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Olympics: Japan's curling team lifts sprits in Turin+
[February 19, 2006]

Olympics: Japan's curling team lifts sprits in Turin+


(Japan Economic Newswire Via Thomson Dialog NewsEdge)TURIN, Italy, Feb. 19_(Kyodo) _ In what has been an absolute train wreck so far for Japan at the Turin Olympics, the women's curling team provided a spirit booster on Sunday with a chance of booking a spot in the semifinals.



Japan, which has no medals after nine days of competition, beat defending Olympic champion Britain 10-5 in women's curling, keeping alive its hopes of making the final four in a sport that appears to be gaining in popularity overnight.

The reason? Japan has already missed out on medals in speed skating, freestyle skiing and ski jumping -- arguably some of its strongest Olympic sports. Curling is looking to emerge as one of its last remaining hopes, other than women's figure skating.


Fresh from pulling off an upset win over curling heavyweight Canada and coming on the brink of beating Sweden in an extra end Saturday, Japan led 6-1 through five ends and 7-5 through eight after Britain rallied with three points in the sixth.

Britain conceded the match after nine ends after skip Ayumi Onodera made no mistake in converting a chance to earn three points and helped improve Japan's record to 3-4 with two matches left in the 10-team round-robin preliminaries.

"I'm happy that we beat the Salt Lake City gold medalist. I'm glad especially with the fact that we got three points in the ninth end and made them concede the match, although we'd already secured two points before my last throw," Onodera said.

Japan needs to win against both Italy and Switzerland in its final preliminary round matches Monday to stand any chances of claiming a spot in the semifinals. The Swiss have already qualified with six wins along with leader Sweden, which has notched seven wins, while Norway and Canada follow with five wins.

In speed skating, Sayuri Yoshii made a strong effort but finished in 15th for the best showing among Japanese competitors in the women's 1,000 meters.

Yoshii, making her Olympic debut, clocked a time of 1 minute, 17.58 seconds. Tomomi Okazaki, making her fourth Olympic appearance, came 16th in 1:17.63 while national record holder Aki Tonoike and Maki Tabata shared a tie for 17th in 1:17.64.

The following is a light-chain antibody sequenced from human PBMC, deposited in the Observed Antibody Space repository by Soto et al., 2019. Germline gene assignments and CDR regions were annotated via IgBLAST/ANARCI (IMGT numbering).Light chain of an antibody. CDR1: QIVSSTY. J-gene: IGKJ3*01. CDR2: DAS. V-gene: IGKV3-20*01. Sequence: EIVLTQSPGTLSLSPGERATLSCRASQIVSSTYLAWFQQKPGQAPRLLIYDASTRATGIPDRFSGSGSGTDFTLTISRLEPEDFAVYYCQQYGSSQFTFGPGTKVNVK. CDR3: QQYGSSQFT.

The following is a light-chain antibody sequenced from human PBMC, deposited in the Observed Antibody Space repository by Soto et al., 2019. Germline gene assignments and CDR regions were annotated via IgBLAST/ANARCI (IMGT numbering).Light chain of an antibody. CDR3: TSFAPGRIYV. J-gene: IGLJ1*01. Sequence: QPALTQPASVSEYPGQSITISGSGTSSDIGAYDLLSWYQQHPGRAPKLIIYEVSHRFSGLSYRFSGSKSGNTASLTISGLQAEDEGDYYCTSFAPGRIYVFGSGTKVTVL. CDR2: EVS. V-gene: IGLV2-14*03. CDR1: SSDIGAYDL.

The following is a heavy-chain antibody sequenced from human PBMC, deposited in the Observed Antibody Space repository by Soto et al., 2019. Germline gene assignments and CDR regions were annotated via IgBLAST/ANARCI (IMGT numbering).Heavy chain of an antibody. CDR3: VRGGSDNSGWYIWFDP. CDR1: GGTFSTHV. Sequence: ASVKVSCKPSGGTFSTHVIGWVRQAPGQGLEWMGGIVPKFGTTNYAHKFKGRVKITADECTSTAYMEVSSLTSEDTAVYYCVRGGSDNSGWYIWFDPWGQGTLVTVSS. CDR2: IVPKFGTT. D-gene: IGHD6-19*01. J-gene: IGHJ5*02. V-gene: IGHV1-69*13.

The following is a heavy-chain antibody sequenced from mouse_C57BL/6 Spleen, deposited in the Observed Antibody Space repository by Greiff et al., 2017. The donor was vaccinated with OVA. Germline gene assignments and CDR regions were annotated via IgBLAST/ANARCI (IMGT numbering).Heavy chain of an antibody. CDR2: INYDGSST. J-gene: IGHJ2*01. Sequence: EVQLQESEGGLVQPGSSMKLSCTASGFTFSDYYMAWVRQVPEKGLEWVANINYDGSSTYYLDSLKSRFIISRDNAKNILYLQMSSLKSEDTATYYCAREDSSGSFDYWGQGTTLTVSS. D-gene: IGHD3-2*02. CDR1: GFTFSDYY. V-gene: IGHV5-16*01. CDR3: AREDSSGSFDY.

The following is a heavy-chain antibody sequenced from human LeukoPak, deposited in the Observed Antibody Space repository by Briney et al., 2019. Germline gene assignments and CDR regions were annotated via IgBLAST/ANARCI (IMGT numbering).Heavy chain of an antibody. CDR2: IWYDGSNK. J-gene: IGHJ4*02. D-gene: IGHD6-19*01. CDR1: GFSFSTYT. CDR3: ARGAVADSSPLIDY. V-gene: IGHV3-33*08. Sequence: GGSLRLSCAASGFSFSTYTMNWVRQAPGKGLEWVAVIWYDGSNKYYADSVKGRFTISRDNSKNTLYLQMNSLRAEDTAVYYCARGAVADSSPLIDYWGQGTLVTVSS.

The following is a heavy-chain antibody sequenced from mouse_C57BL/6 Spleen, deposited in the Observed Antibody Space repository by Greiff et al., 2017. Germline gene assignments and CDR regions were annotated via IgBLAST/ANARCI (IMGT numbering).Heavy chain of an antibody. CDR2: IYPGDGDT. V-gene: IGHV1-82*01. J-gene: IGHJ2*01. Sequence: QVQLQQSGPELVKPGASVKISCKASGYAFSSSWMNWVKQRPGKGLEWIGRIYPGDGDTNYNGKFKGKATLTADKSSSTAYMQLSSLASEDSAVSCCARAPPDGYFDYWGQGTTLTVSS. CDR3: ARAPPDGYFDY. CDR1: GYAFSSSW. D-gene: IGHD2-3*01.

"I'm satisfied. I feel like I was able to skate to the best of my ability and I went on the aggressive from the start," said Yoshii. "I want to take care to live each and every day the best I can and find something new to challenge."

Captain of the Japanese delegation, the 34-year-old Okazaki came to Turin nursing a cold. That was one of her only regrets as she missed out on a podium spot with a fourth-place result in the women's 500 five days ago.

"I decided to go for it from the start and I just had to figure out how long I could keep going. I felt that I wasted the 500-meter event some because I didn't come here healthy," said Okazaki, who had the fastest time over the first 200 meters of the 1,000.

Suguru Kiyokawa and Ryuichi Kobayashi, both of whom had to wait until the beginning of this month before the International Olympic Committee approved their qualification due to a mixup over athlete quotas, came 27th after three runs sand failed to make the final run.

"It's really disappointing not to make the fourth heat but this result is the best of our efforts. We need to up our time when pushing the sleigh in the start in order to compete against the best in the world," Kiyokawa said.

In the original ice dance, Nozomi Watanabe and Akiyuki Kido of Japan were in 16th ahead of Monday's free dance. Russian pair Tatiana Navka and Roman Kostomarov took the overall lead.

Elsewhere, veteran ski jumper Masahiko Harada saw his fifth trip to an Olympic Games end in misery after failing to make the lineup for Japan for the team event.

Harada will now head home even without putting his name on the official standings of any of the three ski jumping events at the Turin Games after being disqualified from the normal hill and left out of the large hill.

National coach Kari Ylianttila named Daiki Ito, Tsuyoshi Ichinohe, Noriaki Kasai and Takanobu Okabe to the four-man Japanese team for Monday's team event at the K-125 large hill.

A day earlier, Okabe came eighth in the large hill for the best performance among Japanese ski jumpers. Kasai was 12th, followed by Ichinohe in 25th.

In cross country, host Italy won the men's 4x10-kilometer relay while Andre Lange and Kevin Kuske of Germany held their lead from a day earlier to win the two-man bobsleigh.

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